And all that remained in Pandora’s box was hope
By Vanguélis Panayotis, CEO MKG Consulting & Hospitality ON / MRICS
When Pandora opened the jar containing all the evils of the earth, unable to resist the curiosity that consumed her, she spread them on earth, leaving hope in the container out of the reach of men. Yet it is hope, optimism and tenacity that are guiding the tourism sector through the crisis of mobility caused by the restrictions linked to the COVID pandemic 19. This period is coming to an end and, with it, a new glimmer of hope is appearing at the end of the tunnel.
After the missed September 2020 rendezvous, the second quarter of 2021 should mark a technical rebound, a decompression of demand, particularly for budget hotels. The sector will probably quickly regain two thirds of its pre-crisis activity, with a summer that promises to be similar to the one experienced by the profession in 2020, and good surprises are not certainly to be excluded.
In this context of future recovery, in our cash-drained sector, everyone will have to measure the relevance of adapted pricing policies, without falling into the useless pitfall of excessive price wars. This could add pain to the past period by destabilizing the fragile equilibrium that everyone wants to regain. This precision mechanism will have to be put back into operation while preserving the healthy and necessary competition between market players.
While we can be delighted that the recovery will begin around April, we must bear in mind that it will also be marked by contrasts. Contrasts between destinations, between customer segments, or even between types and scales of properties. For the upturn in the major metropolises, it will be necessary to be more patient and look ahead to September 2021, to feel the breeze of a more dynamic activity.
"I never lose. I either win or I learn" is surely the right state of mind, as Nelson Mandela said, to draw useful lessons from the past period.
Domestic and regional clients served as a shock absorber and will surely be a lever for the recovery. The dynamics of the leisure segment showed interesting resilience. This is also the case of rural and secondary markets which, in this context, have managed to pull out of the shadows of the major metropolises, which have been the driving force behind investment over the last few years.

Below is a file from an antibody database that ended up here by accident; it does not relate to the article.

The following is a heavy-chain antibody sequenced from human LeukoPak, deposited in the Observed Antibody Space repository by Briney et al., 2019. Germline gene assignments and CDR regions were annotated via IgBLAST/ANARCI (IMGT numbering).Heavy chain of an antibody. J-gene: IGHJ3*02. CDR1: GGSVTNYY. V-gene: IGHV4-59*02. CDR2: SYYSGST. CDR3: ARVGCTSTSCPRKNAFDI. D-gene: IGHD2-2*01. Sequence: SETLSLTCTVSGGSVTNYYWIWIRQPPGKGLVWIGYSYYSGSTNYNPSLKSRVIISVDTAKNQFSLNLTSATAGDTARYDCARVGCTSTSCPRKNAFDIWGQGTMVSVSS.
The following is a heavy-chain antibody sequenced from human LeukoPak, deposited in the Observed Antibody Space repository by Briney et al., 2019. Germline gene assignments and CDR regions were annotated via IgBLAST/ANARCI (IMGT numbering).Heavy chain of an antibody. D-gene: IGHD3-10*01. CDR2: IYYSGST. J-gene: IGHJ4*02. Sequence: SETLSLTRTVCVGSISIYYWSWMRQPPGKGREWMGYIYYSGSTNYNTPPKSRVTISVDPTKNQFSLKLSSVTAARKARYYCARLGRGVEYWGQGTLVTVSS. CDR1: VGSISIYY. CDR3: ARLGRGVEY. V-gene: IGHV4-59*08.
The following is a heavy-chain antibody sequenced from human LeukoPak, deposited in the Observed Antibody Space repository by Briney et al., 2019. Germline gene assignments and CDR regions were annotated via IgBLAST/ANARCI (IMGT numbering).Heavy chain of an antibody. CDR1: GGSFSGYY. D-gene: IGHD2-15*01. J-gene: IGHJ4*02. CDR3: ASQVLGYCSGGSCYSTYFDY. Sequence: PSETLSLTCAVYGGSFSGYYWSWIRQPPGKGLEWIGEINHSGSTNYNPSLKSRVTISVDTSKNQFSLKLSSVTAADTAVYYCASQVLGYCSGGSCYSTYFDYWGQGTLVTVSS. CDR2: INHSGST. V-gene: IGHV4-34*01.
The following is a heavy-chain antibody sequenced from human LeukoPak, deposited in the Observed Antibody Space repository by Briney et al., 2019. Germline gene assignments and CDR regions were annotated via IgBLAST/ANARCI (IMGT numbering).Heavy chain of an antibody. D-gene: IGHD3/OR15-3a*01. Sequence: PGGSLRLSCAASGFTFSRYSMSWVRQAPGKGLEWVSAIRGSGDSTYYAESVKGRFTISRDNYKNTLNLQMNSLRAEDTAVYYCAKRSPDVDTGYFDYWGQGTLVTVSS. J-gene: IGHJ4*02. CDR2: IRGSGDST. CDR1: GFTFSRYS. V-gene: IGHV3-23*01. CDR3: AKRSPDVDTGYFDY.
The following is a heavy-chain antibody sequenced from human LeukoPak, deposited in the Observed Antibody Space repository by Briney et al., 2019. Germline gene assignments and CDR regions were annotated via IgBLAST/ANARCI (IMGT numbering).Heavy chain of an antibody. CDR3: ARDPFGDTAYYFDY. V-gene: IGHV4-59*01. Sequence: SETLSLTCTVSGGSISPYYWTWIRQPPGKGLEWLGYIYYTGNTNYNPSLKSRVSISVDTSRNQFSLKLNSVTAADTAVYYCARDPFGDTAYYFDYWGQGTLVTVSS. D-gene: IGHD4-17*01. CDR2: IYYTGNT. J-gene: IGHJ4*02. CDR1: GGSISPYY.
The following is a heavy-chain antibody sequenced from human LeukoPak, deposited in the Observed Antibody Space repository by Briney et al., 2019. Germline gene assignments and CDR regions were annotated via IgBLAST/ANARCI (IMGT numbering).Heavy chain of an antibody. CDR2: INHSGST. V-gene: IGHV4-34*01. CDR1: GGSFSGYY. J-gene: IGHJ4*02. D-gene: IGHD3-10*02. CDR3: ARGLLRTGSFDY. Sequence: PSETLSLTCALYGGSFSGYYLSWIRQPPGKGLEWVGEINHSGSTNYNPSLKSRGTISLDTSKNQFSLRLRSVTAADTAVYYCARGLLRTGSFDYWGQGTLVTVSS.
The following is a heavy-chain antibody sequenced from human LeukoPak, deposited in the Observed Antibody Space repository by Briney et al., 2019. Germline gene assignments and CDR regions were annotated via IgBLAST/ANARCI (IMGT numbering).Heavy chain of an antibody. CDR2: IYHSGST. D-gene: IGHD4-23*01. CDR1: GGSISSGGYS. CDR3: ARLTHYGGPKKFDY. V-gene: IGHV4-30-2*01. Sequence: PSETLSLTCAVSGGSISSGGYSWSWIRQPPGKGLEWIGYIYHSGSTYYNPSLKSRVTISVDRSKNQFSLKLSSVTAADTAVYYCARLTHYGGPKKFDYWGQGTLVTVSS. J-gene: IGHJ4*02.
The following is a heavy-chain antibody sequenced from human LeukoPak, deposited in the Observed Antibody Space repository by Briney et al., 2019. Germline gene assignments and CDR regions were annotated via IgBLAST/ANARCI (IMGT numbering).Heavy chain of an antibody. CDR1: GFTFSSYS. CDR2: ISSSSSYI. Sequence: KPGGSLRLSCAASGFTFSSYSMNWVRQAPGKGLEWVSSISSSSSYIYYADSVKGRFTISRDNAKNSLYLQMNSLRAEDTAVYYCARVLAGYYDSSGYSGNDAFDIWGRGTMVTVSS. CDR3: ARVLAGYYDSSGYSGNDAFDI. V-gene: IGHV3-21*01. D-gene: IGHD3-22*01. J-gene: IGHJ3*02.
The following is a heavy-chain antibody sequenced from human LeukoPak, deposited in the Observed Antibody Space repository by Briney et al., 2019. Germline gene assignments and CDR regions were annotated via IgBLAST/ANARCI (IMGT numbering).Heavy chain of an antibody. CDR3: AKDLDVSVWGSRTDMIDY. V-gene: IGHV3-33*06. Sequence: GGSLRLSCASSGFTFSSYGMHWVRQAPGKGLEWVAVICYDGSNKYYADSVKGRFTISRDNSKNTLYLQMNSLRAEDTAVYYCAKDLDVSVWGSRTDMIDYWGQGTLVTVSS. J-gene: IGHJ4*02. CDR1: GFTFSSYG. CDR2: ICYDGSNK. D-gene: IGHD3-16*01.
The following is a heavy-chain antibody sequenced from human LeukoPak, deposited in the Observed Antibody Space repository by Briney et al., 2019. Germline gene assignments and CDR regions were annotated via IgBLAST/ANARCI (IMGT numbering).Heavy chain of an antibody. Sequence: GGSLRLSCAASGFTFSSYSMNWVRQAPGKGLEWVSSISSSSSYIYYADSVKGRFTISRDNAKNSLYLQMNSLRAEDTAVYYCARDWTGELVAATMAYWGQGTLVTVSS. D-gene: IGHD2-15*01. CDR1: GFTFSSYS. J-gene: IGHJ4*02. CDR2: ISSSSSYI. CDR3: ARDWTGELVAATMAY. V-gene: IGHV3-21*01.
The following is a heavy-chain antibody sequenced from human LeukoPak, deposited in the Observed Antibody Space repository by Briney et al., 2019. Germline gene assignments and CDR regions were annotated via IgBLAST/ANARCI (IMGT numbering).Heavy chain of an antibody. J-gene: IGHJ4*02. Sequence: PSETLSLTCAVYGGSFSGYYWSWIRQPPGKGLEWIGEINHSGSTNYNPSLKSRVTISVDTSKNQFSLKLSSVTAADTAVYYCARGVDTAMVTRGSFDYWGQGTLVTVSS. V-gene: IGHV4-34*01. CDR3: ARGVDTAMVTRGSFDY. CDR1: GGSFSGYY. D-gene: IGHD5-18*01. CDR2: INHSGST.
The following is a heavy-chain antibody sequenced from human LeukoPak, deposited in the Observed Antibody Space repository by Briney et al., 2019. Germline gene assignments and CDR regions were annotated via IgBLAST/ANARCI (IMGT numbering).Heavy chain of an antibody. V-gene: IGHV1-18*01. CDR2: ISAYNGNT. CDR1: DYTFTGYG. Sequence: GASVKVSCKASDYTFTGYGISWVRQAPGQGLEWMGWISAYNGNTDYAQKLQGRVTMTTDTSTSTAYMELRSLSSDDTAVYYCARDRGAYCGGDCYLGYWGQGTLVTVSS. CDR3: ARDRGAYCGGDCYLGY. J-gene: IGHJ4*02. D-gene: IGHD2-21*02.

The sector has also become aware, more than ever before, of the interdependence between its stakeholders, which characterizes the complexity of its ecosystem. The family of hospitality has grown and more broadly encompasses the logic of exploiting an asset through the provision of a service. It calls for a rethinking of operating models with more modularity in spaces and hybridization in concepts. This is the recipe for diversifying revenue sources and customer segments within properties. It is a question of adding resilience factors to the economic performance equation that has prevailed in recent years.
The final ingredient for a recovery is the support measures for our sector put in place by European governments. Although they can be improved, they have had the merit of safeguarding a large part of the of the tourist industry's productive toolset. France has been a good example in this domain.
From now on, an entire sector is waiting for an ambitious policy revival to make the most of this unprecedented period. Certain models, already badly adapted in 2019, will have to accelerate their mutation and restructuring. This may seem brutal, but we will inevitably experience a rapid restructuring of the supply, which generally takes place naturally over a 7-to-8-year cycle. We will deal with this point in more detail in the next edition of Hospitality ON (March-April 2021).
It remains to be seen what are Europeans' ambitions for this industry, which is an industry of the future, even a strategic one.